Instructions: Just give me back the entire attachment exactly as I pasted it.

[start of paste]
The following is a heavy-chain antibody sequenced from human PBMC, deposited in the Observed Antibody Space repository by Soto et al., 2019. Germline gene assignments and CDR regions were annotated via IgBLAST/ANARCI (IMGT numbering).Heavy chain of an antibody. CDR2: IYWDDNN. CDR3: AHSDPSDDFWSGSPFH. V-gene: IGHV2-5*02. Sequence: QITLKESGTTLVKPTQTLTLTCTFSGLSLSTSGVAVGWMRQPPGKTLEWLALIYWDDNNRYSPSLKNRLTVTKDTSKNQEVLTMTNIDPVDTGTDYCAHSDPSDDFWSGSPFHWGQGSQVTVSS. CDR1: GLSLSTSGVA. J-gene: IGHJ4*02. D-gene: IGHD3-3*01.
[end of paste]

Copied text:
The following is a heavy-chain antibody sequenced from human PBMC, deposited in the Observed Antibody Space repository by Soto et al., 2019. Germline gene assignments and CDR regions were annotated via IgBLAST/ANARCI (IMGT numbering).Heavy chain of an antibody. CDR2: IYWDDNN. CDR3: AHSDPSDDFWSGSPFH. V-gene: IGHV2-5*02. Sequence: QITLKESGTTLVKPTQTLTLTCTFSGLSLSTSGVAVGWMRQPPGKTLEWLALIYWDDNNRYSPSLKNRLTVTKDTSKNQEVLTMTNIDPVDTGTDYCAHSDPSDDFWSGSPFHWGQGSQVTVSS. CDR1: GLSLSTSGVA. J-gene: IGHJ4*02. D-gene: IGHD3-3*01.